Organizing pneumonia (OP) is a type of diffuse interstitial lung disease characterized by a specific histopathologic pattern of response to lung injury. When the etiology of the injury is unknown and in the absence of inflammatory or connective tissue disease, this entity is termed cryptogenic organizing pneumonia (COP) or primary organizing pneumonia (POP). Disease states in which the etiology of underlying injury is known is termed secondary organizing pneumonia (SOP). Causes of SOP include drug toxicity, chronic heart or renal failure, rheumatic disease, collagen vascular disease, infection, immunodeficiency, autoimmune disease, and interstitial lung disease.

OP is characterized by the accumulation of inflammatory cells, fibroblasts, and myofibroblasts in the lumens of bronchioles and alveoli creating plugs of debris. This leads to alveolar epithelial injury, which is followed by leakage of plasma cells and the recruitment of fibroblasts and fibrin within the alveolar lumen. This accumulation of granulation tissue within the alveolar sacs extends into the alveolar ducts as well as the bronchioles causing symptom onset. The clinical presentation of OP is variable and involves nonspecific symptoms such as mild fever, cough, malaise, anorexia, weight loss, and progressive dyspnea. Some reports describe wheezing and clubbing, but these symptoms occur in only 5% of cases. While “crackles” is the most common abnormal finding of OP on auscultation, 25% of reported cases present with a completely normal pulmonary exam.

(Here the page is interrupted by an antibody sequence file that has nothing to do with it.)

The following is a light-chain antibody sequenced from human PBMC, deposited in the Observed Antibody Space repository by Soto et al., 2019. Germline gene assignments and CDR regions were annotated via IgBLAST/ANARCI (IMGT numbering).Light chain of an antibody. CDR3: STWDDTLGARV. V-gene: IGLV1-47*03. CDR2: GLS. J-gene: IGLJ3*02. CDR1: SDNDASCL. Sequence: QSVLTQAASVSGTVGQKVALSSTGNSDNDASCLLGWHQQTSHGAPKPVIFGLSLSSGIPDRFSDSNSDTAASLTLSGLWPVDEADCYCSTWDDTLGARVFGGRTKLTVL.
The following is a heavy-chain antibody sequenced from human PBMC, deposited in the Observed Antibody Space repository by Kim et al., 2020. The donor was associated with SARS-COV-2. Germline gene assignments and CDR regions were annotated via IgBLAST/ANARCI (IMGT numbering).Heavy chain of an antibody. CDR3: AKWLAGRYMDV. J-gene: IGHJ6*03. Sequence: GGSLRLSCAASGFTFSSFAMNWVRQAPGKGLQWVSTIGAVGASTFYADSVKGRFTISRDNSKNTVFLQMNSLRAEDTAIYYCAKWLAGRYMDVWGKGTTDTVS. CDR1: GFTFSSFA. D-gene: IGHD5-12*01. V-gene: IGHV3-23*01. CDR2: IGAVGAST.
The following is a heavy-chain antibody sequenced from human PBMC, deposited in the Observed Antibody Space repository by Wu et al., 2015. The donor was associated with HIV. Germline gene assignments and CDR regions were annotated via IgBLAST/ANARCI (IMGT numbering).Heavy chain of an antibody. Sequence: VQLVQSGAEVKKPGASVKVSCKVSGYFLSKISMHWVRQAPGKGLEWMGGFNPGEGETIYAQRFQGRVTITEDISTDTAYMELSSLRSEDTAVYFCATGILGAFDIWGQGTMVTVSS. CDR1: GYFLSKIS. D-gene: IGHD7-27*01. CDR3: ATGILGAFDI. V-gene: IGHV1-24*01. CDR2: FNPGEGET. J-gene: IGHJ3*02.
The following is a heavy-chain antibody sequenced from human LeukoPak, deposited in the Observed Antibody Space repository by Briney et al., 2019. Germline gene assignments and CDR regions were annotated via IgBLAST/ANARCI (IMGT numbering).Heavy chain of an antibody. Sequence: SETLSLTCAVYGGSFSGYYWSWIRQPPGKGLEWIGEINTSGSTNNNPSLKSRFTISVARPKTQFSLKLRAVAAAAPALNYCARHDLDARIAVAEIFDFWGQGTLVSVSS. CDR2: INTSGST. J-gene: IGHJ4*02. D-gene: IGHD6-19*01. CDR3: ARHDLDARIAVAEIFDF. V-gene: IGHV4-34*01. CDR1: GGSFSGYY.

The decision to treat patients for OP depends on the clinician’s ability to rule out other potentially reversible causes of dyspnea as well as the number of criteria met for this diagnosis of exclusion, based on histopathologic, radiographic, and clinical findings. Diagnosis is made via biopsy; though surgical biopsy via thoracoscopy has remained the gold standard, trans-bronchial biopsy has recently gained prevalence. We aim to present a suspected case of COP as an uncommon cause of interstitial lung disease.